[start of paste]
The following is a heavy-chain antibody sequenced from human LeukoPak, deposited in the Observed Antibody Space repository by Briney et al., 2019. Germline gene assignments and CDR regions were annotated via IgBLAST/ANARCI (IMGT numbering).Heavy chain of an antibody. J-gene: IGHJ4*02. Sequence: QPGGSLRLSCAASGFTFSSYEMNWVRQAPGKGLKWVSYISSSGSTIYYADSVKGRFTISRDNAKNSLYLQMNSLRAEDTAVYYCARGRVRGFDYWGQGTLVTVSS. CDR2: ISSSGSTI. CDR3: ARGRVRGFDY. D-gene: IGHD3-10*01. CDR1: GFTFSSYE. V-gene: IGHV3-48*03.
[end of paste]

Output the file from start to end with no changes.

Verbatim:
The following is a heavy-chain antibody sequenced from human LeukoPak, deposited in the Observed Antibody Space repository by Briney et al., 2019. Germline gene assignments and CDR regions were annotated via IgBLAST/ANARCI (IMGT numbering).Heavy chain of an antibody. J-gene: IGHJ4*02. Sequence: QPGGSLRLSCAASGFTFSSYEMNWVRQAPGKGLKWVSYISSSGSTIYYADSVKGRFTISRDNAKNSLYLQMNSLRAEDTAVYYCARGRVRGFDYWGQGTLVTVSS. CDR2: ISSSGSTI. CDR3: ARGRVRGFDY. D-gene: IGHD3-10*01. CDR1: GFTFSSYE. V-gene: IGHV3-48*03.